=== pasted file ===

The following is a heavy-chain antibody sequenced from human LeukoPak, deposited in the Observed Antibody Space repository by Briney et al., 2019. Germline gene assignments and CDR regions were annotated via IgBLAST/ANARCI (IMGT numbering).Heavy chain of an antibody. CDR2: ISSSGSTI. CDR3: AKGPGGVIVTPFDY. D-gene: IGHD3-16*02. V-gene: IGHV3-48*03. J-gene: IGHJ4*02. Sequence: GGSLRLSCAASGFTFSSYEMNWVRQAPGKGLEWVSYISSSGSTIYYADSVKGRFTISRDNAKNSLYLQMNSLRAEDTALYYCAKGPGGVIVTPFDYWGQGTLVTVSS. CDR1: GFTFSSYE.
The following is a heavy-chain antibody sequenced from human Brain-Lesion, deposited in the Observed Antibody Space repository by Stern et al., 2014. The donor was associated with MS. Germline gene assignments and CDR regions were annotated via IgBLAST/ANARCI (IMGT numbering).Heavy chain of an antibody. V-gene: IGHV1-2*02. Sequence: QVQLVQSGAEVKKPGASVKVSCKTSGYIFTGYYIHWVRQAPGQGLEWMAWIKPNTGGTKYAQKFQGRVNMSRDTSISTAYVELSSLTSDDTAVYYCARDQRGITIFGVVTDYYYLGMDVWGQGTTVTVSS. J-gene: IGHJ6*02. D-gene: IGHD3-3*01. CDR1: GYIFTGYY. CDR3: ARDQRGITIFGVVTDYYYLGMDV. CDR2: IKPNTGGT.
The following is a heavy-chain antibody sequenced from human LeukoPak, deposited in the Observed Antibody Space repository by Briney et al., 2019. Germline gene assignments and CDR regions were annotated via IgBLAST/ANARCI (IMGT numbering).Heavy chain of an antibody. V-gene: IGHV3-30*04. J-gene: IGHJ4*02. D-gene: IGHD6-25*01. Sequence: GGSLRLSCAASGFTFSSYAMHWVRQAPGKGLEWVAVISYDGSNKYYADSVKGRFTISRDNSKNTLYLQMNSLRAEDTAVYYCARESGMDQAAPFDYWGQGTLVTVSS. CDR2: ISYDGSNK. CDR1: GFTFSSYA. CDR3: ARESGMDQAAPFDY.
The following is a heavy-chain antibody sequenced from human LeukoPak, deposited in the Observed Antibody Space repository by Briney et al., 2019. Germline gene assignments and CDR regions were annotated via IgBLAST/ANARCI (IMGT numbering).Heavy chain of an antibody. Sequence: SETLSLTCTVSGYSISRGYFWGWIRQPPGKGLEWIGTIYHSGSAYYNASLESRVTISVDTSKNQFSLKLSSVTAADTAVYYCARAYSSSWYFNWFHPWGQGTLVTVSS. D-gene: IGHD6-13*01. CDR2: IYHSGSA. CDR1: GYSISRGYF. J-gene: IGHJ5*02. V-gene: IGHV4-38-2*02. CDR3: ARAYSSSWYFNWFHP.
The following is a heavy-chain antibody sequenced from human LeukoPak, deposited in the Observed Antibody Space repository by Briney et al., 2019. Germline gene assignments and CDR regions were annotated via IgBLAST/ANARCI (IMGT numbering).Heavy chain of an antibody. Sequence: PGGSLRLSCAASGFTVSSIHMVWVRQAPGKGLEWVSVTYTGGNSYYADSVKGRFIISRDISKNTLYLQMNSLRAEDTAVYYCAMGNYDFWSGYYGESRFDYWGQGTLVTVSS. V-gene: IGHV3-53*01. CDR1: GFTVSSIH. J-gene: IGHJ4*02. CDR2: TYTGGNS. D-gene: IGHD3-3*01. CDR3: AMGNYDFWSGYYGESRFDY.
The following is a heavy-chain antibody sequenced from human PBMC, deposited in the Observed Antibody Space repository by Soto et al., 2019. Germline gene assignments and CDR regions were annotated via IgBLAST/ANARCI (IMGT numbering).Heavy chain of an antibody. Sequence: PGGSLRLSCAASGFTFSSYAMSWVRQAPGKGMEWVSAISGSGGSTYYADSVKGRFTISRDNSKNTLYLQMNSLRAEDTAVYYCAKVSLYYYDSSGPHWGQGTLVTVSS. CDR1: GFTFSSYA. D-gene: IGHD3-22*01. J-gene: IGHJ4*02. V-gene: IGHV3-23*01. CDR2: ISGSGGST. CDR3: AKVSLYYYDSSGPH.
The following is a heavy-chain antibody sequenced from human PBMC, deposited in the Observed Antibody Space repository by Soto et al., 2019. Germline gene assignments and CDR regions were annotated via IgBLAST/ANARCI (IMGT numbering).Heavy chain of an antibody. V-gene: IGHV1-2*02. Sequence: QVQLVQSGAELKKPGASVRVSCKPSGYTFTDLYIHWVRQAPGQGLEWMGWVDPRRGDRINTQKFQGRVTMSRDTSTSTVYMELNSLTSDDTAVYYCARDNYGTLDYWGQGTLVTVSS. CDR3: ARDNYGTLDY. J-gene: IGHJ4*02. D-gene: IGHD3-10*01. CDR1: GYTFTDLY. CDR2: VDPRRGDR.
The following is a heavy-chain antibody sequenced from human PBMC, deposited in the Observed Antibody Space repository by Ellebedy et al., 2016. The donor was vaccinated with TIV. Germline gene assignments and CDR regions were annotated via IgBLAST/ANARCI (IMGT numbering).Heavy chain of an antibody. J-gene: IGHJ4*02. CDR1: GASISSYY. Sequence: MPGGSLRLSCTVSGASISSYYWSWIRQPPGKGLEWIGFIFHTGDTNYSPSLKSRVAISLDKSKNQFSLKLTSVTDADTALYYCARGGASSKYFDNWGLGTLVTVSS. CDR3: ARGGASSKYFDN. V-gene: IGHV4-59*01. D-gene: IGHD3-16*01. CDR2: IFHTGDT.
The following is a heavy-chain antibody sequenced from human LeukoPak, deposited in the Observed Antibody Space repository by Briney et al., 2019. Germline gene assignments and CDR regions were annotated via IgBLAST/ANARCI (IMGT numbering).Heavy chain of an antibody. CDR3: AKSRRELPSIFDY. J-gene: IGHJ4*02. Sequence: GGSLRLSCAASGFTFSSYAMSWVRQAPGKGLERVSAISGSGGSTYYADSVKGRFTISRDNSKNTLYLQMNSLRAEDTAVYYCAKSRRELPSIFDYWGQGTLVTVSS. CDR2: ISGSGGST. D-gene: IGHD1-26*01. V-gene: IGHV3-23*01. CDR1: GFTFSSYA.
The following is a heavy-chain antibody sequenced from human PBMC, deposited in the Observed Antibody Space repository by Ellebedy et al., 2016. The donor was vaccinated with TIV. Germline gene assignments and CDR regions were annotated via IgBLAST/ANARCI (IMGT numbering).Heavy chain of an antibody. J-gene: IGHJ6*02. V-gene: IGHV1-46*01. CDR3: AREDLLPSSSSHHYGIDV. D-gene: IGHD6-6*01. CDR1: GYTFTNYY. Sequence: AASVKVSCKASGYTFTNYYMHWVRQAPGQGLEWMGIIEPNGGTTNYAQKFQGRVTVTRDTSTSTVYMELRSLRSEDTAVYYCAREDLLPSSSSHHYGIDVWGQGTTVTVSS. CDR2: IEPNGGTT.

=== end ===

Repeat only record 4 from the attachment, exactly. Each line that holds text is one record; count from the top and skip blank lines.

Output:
The following is a heavy-chain antibody sequenced from human LeukoPak, deposited in the Observed Antibody Space repository by Briney et al., 2019. Germline gene assignments and CDR regions were annotated via IgBLAST/ANARCI (IMGT numbering).Heavy chain of an antibody. Sequence: SETLSLTCTVSGYSISRGYFWGWIRQPPGKGLEWIGTIYHSGSAYYNASLESRVTISVDTSKNQFSLKLSSVTAADTAVYYCARAYSSSWYFNWFHPWGQGTLVTVSS. D-gene: IGHD6-13*01. CDR2: IYHSGSA. CDR1: GYSISRGYF. J-gene: IGHJ5*02. V-gene: IGHV4-38-2*02. CDR3: ARAYSSSWYFNWFHP.